The PSPF and ISM Undergo Major Revisions
by Nigel, on 02/04/2019 7:30:00 AM
The information security framework for the Australian Government is driven by two main documents: the Protective Security Policy Framework (PSPF) owned by the Attorney-General’s Department, and the Information Security Manual (ISM) owned by the Australian Signals Directorate (ASD). Note that the PSPF is actually a set of documents, rather than a single volume like the ISM.
In the last 6 months, both documents have had significant revisions that indicate that the Australian Government is modernising their approach to information security.
A new version of the PSPF was released in October 2018 and has greatly simplified the framework. The three tiers of documents in the old framework have been removed and the approximately 30 policy documents have been replaced by 16 documents - one for each requirement. This makes it much easier to navigate the PSPF and find the information required.
The information security requirements have been reduced from 7 to 4 and address information identification and handling, preventing unauthorised access to information, and protecting information systems from cyber threats. This allows greater discretion in how to implement the security framework.
Several of the PSPF requirements refer to the ISM and some even list specific ISM controls. For example, PSPF requirement 10 refers to ISM controls 0843 and 1490 when discussing application whitelisting. This strengthens and clarifies the relationship between the two documents.
The official description of the recent PSPF changes can be found at https://www.protectivesecurity.gov.au/resources/Documents/PSPF-fact-sheet-summary-of-key-changes.pdf
Similarly to the PSPF, significant effort has gone into simplifying the structure of the ISM in the update from the 2017 to the 2018 version (with the latest minor revision being in February 2019). The number of controls has decreased from 945 to 752 though 65 controls have been added so the number of redundant controls removed was 258, an indication of the extent of the document’s overhaul.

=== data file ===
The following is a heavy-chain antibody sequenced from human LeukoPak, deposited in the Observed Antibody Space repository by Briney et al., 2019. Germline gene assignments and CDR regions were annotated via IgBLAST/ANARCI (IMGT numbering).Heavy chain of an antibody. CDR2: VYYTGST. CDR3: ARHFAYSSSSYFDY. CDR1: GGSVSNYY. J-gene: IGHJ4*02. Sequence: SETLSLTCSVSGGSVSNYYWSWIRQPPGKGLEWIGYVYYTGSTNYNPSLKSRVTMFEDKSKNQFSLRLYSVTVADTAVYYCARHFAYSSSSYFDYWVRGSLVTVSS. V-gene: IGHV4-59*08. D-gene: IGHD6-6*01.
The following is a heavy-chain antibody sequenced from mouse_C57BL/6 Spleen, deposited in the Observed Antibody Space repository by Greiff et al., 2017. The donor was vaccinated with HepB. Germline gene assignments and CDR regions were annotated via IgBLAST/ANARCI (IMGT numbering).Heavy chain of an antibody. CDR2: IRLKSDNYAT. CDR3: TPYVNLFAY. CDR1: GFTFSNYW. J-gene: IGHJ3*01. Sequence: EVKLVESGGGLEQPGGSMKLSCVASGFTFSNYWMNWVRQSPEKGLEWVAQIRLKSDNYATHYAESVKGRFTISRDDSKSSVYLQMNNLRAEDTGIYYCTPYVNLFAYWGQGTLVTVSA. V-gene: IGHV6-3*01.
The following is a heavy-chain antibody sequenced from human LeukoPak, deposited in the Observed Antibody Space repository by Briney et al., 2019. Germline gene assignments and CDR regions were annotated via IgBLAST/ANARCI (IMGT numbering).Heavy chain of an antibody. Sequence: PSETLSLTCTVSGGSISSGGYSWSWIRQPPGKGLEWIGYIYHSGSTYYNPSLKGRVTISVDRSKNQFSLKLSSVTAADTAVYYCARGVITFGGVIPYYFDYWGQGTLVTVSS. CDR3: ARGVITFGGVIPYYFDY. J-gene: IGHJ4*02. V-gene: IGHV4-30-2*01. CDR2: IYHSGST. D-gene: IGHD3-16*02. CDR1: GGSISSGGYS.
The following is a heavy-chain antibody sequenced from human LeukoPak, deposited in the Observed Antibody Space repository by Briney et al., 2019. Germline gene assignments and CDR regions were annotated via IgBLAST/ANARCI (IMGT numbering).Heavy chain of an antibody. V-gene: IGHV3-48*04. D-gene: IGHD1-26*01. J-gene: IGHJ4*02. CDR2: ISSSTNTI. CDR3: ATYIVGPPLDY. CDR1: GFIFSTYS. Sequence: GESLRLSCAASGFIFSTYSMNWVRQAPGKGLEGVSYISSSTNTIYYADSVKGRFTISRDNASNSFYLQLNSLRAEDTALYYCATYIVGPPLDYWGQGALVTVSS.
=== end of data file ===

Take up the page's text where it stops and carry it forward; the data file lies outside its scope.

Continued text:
The reason for changing many controls is a move away from compliance and towards risk-based management. Perhaps that is why the Accreditation Authority has changed names and is now called the Authorising Officer.
ReaccreditationReaccreditation schedule requirements have been removed and reassessment is now based on altered risks and significant system changes. However there are still several other time-based activities such as reviews of documents, audits of accounts, vulnerability testing and penetration testing, review of system architecture and logging and event monitoring.
To encourage system-specific documentation, the mandatory documentation requirements have been reduced. The Information Security Policy is no longer necessary and the required operating procedures have been streamlined. The control stating the need for a Security Risk Management Plan has been removed; However, several controls refer to the conduct of risk management activities, so clearly something like an SRMP is still required.
Some changes reflect the changing nature of cyber threats. For example, there is greater emphasis on backups and controls for mobile devices. These addresses modern threats such as ransomware and attacks aimed at devices outside the physical security of a main office.
The ACSC web site (https://acsc.gov.au/infosec/ism/index.htm) lists all the changes that have been made.
Although there are many improvements in the ISM, the move away from compliance and towards a risk framework has caused some concern. While the change is in agreement with current thinking on information security, it may lead to organisations simply “accepting the risk” rather than improving security to a pre-determined baseline. This is particularly likely to happen in smaller organisations that do not have the resources for a comprehensive information security program and could lead to an overall decrease in the level of system security. We will have to wait and see if this ends up being the case.
If you with to discuss the implication of the changes with your existing or new ISM compliance program, feel free to book a time to speak with an experienced IRAP Assessor: